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West Pacific Typhoon
Season Forecast 2024

The 2023 typhoon season was the fourth consecutive season with below-average numbers of tropical storms and typhoons.  Only 17 named storms formed last year, with 10 becoming typhoons.  That’s well below the 30-year average of 26 named storms and 16 typhoons. The West Pacific has been quiet so far this year, with not a single depression or named storm as of mid-April.  Early indications are that 2024 will be another relatively quiet typhoon season.

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El Niño/La Niña

One primary driver of typhoon activity in the Northwest Pacific is the state of El Niño Southern Oscillation (ENSO). ENSO is represented by the Oceanic Niño Index (ONI), which is defined as the 3-month average surface temperature anomaly for the Niño 3.4 region in the Tropical Pacific. When the sea surface temperature anomaly is less than 0.5C below normal over a three-month period, it is identified as a La Niña.  Conversely, when the average sea surface temperature anomaly is greater than 0.5C for a three-month period, it is identified as an El Niño.

Last season, the tropics were dominated by a moderate to strong El Niño. During an El Niño, warm air rises in the eastern part of the Pacific Basin and sinks in the western part.  This inhibits typhoon activity in the West Pacific. For 2024, the Tropical Pacific appears to be switching to a La Niña.  All computer models are predicting that La Niña will be developed this summer. The current prediction is for an 80% chance of La Niña this summer and fall.  This would be an enhancing factor in the West Pacific.  However, El Niño will persist until June or July, which will act as an inhibiting factor until then.

Indian Ocean Dipole (IOD)

Another feature which can significantly influence Northwest Pacific typhoon activity is the Indian Ocean Dipole (IOD).  The IOD is defined by the difference in sea surface temperatures between the eastern and western tropical Indian Ocean. The current forecast is for a positive (warm) phase through August, switching to neutral by September.  During a positive phase, air tends to rise over the Indian Ocean and sink over the western Pacific (particularly the South China Sea).  This suppresses typhoon activity in the West Pacific basin.  A positive IOD could be a significant inhibiting factor at least through August.

Water Temperatures

Water temperatures in the northwest Pacific are generally not a major issue during typhoon season, as the water is always warm enough for typhoons to form.  However, water temperatures so far this season are significantly cooler than average.  While the water isn’t cool enough to prevent typhoons from forming, the cooler water may limit the number of very strong typhoons this season.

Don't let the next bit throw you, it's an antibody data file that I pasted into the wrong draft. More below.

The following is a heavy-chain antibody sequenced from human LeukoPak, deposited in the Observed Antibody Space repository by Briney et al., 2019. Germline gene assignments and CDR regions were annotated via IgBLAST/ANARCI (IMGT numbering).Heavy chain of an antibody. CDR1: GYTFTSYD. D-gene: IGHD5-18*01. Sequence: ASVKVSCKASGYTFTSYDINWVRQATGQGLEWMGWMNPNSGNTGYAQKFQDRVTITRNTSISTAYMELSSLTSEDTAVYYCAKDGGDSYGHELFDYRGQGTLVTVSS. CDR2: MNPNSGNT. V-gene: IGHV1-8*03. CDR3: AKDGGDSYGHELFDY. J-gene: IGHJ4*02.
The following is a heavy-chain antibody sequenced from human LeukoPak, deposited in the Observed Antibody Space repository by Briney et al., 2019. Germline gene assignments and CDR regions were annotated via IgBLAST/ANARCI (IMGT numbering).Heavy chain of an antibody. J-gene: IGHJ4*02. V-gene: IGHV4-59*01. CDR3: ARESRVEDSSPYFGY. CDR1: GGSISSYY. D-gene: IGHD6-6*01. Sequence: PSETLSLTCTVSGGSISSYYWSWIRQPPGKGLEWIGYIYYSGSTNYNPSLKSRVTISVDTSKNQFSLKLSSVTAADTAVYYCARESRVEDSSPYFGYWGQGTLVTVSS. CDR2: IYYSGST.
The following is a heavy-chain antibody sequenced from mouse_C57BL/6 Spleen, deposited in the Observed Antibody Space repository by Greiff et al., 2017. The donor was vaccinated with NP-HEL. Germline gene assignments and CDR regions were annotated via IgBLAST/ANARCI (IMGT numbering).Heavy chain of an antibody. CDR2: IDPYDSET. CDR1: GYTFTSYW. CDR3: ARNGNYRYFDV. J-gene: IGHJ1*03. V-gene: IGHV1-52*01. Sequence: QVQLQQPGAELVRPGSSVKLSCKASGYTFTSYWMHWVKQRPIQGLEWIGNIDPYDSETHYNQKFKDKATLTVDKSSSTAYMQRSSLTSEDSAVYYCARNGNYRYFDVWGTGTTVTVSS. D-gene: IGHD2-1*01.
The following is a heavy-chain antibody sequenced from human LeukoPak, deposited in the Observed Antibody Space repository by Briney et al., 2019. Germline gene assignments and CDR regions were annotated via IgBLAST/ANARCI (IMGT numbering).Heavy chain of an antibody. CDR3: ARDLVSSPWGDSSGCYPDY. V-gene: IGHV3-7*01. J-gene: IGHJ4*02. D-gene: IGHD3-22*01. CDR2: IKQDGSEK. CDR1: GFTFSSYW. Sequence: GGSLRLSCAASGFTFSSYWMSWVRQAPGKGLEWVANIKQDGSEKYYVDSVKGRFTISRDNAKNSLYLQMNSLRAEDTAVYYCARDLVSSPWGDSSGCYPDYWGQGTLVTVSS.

European Model Seasonal Forecast

Each year, the European model produces seasonal tropical cyclone forecasts around the world. For 2024, the European model is predicting 17.6 named storms from May through October, compared to the normal number of 20.2 named storms during the same period. As for typhoons, the European model is predicting a total of 9.6 through October (normal is 12.6).  In general, the European model is predicting that activity will be about 75% to 85% of normal through October.

Our Forecast

Most seasonal predictors are indicating that activity across the West Pacific will be below normal again this season.  The current El Niño typically inhibits activity, but a La Niña is predicted to develop late this summer.  This could result in tropical cyclone activity concentrated toward the latter part of the season.

Sinking air in the South China Sea due to the current positive Indian Ocean Dipole combined with the persisting El Niño through July, could limit significant typhoon activity there.  The European model is predicting a below-normal season in the basin.

Water temperatures, particularly across the deep tropics and South China sea are below normal, which may limit typhoon activity there.  

Considering the factors mentioned above, we think that activity will be below normal again this year. In particular, the first half of the season will be below normal.  Stronger typhoons may be concentrated farther north and east than is typical, threatening southeast China through Japan more than Vietnam. The South China Sea may be relatively quiet again this season.  We are predicting a total of 21 named storms this season, which is below the 30-year average of 26.  As for typhoons, we are predicting a total of 12 this season, which is below the 30-year average of 16 typhoons.

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Nancy Lin & Petty Leung present insights into typhoon outlook 2024, and routing strategies.

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